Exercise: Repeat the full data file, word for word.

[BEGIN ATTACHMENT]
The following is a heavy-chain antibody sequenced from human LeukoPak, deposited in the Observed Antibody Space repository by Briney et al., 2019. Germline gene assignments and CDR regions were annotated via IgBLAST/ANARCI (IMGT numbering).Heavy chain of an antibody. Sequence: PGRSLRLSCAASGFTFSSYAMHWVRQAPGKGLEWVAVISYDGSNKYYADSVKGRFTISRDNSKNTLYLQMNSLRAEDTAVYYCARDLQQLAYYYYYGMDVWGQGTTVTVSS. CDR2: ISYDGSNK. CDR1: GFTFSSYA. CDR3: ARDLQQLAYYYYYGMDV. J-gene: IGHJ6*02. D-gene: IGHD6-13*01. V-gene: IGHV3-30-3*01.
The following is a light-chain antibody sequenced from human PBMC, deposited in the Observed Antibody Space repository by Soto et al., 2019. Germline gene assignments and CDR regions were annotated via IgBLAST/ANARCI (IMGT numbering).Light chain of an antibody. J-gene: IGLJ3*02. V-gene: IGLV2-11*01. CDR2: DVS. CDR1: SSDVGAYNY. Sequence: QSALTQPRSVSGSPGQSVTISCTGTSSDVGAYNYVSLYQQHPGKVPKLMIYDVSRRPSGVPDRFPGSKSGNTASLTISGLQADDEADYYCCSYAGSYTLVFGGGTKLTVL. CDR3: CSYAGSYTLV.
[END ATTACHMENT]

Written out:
The following is a heavy-chain antibody sequenced from human LeukoPak, deposited in the Observed Antibody Space repository by Briney et al., 2019. Germline gene assignments and CDR regions were annotated via IgBLAST/ANARCI (IMGT numbering).Heavy chain of an antibody. Sequence: PGRSLRLSCAASGFTFSSYAMHWVRQAPGKGLEWVAVISYDGSNKYYADSVKGRFTISRDNSKNTLYLQMNSLRAEDTAVYYCARDLQQLAYYYYYGMDVWGQGTTVTVSS. CDR2: ISYDGSNK. CDR1: GFTFSSYA. CDR3: ARDLQQLAYYYYYGMDV. J-gene: IGHJ6*02. D-gene: IGHD6-13*01. V-gene: IGHV3-30-3*01.
The following is a light-chain antibody sequenced from human PBMC, deposited in the Observed Antibody Space repository by Soto et al., 2019. Germline gene assignments and CDR regions were annotated via IgBLAST/ANARCI (IMGT numbering).Light chain of an antibody. J-gene: IGLJ3*02. V-gene: IGLV2-11*01. CDR2: DVS. CDR1: SSDVGAYNY. Sequence: QSALTQPRSVSGSPGQSVTISCTGTSSDVGAYNYVSLYQQHPGKVPKLMIYDVSRRPSGVPDRFPGSKSGNTASLTISGLQADDEADYYCCSYAGSYTLVFGGGTKLTVL. CDR3: CSYAGSYTLV.